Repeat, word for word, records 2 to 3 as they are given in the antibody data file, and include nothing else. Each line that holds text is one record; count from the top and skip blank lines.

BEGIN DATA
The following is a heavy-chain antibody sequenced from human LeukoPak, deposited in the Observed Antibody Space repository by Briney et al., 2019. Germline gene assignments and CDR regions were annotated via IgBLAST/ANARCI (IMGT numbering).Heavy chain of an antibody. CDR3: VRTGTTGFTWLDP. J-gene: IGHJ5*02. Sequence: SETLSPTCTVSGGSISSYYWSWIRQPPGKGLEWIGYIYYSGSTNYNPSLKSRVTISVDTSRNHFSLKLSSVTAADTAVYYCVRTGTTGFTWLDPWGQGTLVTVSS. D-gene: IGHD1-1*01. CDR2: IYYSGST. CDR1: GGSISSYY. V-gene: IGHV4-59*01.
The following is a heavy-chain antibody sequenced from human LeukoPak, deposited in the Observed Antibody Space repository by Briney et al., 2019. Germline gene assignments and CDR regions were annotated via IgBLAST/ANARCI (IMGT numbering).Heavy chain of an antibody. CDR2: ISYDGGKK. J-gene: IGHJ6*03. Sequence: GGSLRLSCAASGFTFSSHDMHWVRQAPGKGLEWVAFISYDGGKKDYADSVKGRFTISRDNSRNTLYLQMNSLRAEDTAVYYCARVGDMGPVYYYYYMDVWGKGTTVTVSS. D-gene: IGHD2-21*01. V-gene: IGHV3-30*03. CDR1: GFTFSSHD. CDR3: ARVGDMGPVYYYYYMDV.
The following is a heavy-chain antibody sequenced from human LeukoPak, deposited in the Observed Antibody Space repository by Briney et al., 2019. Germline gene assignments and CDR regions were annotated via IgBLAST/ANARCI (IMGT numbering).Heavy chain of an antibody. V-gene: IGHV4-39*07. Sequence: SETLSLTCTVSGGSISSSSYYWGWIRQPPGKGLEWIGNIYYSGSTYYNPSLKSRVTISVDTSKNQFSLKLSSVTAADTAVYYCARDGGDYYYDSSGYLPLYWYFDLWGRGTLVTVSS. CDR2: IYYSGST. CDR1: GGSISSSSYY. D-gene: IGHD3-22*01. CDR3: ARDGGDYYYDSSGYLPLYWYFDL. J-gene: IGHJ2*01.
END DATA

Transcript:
The following is a heavy-chain antibody sequenced from human LeukoPak, deposited in the Observed Antibody Space repository by Briney et al., 2019. Germline gene assignments and CDR regions were annotated via IgBLAST/ANARCI (IMGT numbering).Heavy chain of an antibody. CDR2: ISYDGGKK. J-gene: IGHJ6*03. Sequence: GGSLRLSCAASGFTFSSHDMHWVRQAPGKGLEWVAFISYDGGKKDYADSVKGRFTISRDNSRNTLYLQMNSLRAEDTAVYYCARVGDMGPVYYYYYMDVWGKGTTVTVSS. D-gene: IGHD2-21*01. V-gene: IGHV3-30*03. CDR1: GFTFSSHD. CDR3: ARVGDMGPVYYYYYMDV.
The following is a heavy-chain antibody sequenced from human LeukoPak, deposited in the Observed Antibody Space repository by Briney et al., 2019. Germline gene assignments and CDR regions were annotated via IgBLAST/ANARCI (IMGT numbering).Heavy chain of an antibody. V-gene: IGHV4-39*07. Sequence: SETLSLTCTVSGGSISSSSYYWGWIRQPPGKGLEWIGNIYYSGSTYYNPSLKSRVTISVDTSKNQFSLKLSSVTAADTAVYYCARDGGDYYYDSSGYLPLYWYFDLWGRGTLVTVSS. CDR2: IYYSGST. CDR1: GGSISSSSYY. D-gene: IGHD3-22*01. CDR3: ARDGGDYYYDSSGYLPLYWYFDL. J-gene: IGHJ2*01.